Why travel price protection doesn't fly
Travelers can save in the rare instances prices drop after booking -- but maybe not without a fight.
This post comes from Kelli B. Grant at partner site SmartMoney.
At face value, the pitch is an attractive one. Book airfare, a hotel stay or a vacation package, and -- if the price drops -- get a refund for the difference.
Most big travel booking sites now offer such price-protection policies -- CheapAir.com is the latest, launching a program earlier this month offering up to $100 back. MasterCard became the first major credit card brand to offer price adjustments on airfare last summer. And as of late January, the U.S. Department of Transportation requires airlines to allow penalty-free changes and cancellations within 24 hours of booking. "It's basically a 24-hour lemon law," says Rick Seaney, the chief executive of fare-tracking site FareCompare.com.
The problem is, prices aren't likely to fall in the current economic environment, experts say. Smith Travel Research expects U.S. hotel prices to rise about 5% this year, to an average $107 per night, and rising oil prices have already prompted domestic carriers to push through three $10 fare hikes this year. "The likelihood of a price drop happening is fairly low," says Seaney. (Post continues below.)
Shoppers find it isn't always easy to get sites to make good on their promises, either. Airlines charge change fees of up to $150 to process price drops discovered after that 24-hour window, and policies often include restrictions on which new, lower prices are considered.
Traveler Kaylen Silverberg, for instance, received just half the $284 price decrease he spotted after booking on Hotels.com, due to what his lawyer calls an "arbitrary and undisclosed limit" in the site's policy. "Our investigation into this has led us to conclude that he's not the only one this has happened to," says Gary Eisenstat, a partner at Dallas law firm Figari & Davenport, who is pursuing a class-action lawsuit. Hotels.com declined to comment.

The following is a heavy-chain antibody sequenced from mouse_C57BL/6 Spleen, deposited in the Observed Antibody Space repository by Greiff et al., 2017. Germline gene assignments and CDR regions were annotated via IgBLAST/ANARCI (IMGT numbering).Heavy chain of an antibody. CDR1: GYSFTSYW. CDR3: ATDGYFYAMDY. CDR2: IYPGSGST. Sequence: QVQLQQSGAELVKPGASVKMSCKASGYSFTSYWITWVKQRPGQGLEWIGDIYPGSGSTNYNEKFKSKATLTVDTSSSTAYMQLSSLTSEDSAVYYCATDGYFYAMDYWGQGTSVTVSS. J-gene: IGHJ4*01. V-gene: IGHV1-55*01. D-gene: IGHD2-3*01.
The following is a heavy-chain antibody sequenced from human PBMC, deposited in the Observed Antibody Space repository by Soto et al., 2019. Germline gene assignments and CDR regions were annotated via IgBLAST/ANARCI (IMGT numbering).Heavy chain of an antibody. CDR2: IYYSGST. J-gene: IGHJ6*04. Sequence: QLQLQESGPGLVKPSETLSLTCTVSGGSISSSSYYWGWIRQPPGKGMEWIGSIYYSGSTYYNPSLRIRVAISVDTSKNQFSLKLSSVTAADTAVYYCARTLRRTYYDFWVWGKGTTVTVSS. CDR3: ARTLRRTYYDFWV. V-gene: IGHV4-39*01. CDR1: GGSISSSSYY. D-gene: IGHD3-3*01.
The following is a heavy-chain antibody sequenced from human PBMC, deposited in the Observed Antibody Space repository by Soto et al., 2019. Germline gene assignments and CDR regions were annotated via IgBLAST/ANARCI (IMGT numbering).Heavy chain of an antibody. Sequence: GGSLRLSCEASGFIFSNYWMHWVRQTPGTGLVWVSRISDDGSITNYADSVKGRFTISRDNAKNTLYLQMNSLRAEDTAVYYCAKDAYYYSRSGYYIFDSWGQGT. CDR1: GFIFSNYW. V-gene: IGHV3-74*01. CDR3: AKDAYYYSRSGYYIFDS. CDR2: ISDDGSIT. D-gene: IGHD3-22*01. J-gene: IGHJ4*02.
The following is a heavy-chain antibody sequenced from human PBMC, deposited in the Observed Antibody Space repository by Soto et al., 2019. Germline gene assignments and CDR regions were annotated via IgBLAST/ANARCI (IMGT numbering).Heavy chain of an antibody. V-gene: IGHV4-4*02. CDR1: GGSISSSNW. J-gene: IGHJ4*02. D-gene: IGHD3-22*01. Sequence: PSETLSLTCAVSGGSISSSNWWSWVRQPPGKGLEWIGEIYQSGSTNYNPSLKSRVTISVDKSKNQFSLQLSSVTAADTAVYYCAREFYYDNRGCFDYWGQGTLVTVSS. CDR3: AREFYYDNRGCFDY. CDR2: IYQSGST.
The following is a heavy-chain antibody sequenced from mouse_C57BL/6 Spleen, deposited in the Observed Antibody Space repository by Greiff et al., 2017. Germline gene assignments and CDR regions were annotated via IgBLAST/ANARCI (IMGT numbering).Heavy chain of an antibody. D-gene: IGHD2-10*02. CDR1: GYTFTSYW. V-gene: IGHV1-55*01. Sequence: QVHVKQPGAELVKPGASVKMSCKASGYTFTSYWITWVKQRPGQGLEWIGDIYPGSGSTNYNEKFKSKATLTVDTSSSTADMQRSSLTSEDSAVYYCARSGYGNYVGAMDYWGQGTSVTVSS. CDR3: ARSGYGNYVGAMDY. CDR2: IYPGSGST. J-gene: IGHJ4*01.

Despite the hassles, best-price guarantees are still worth paying attention to after you book, says Anne Banas, executive editor for SmarterTravel.com. "It's free money," she says. And prices do, on occasion, go down. CheapAir.com chief executive Jeff Klee says the refunds claimed thus far average $52. Here's how to take advantage:
Book smart. Travelers' best shot at getting a great price is still finding one at the time they book, says Seaney. Generally, that means booking at least three weeks prior to departure, comparing prices on a few travel sites and individual airline sites, and pulling the trigger on a Tuesday -- which is when prices are cheapest. If several sites offer the same rate, then it's worth looking at which ones include a best-price guarantee.
Watch prices immediately. Many travel price-adjustment policies -- including those from Expedia, Hotwire, and Priceline -- cover just the first 24 to 48 hours after booking. The same holds true for the new Department of Transportation penalty-free cancellation regulations, which only cover the first 24 hours after purchase. Make sure to do at least one more search before that clock runs out.
Set up alerts. For sites and airlines that offer price adjustments until departure, travelers can set up fare alerts on sites like Airfarewatchdog.com, Bing Travel and FareCompare.com. That way, one can be notified of a lower price without conducting daily searches, says Banas.
Peruse the fine print. There's usually a lot of it to follow when claiming an adjustment, Seaney warns. The new, lower price often has to be available on the same site the traveler first booked. (Orbitz requires that another traveler book the trip at that lower price to trigger a refund.) And it absolutely has to be the same trip, down to the travel dates and ticket class. Sites may also require screenshots of the new deal for proof, or nix any offers it can't independently confirm -- which knocks out coupon codes and deals on members-only sites.
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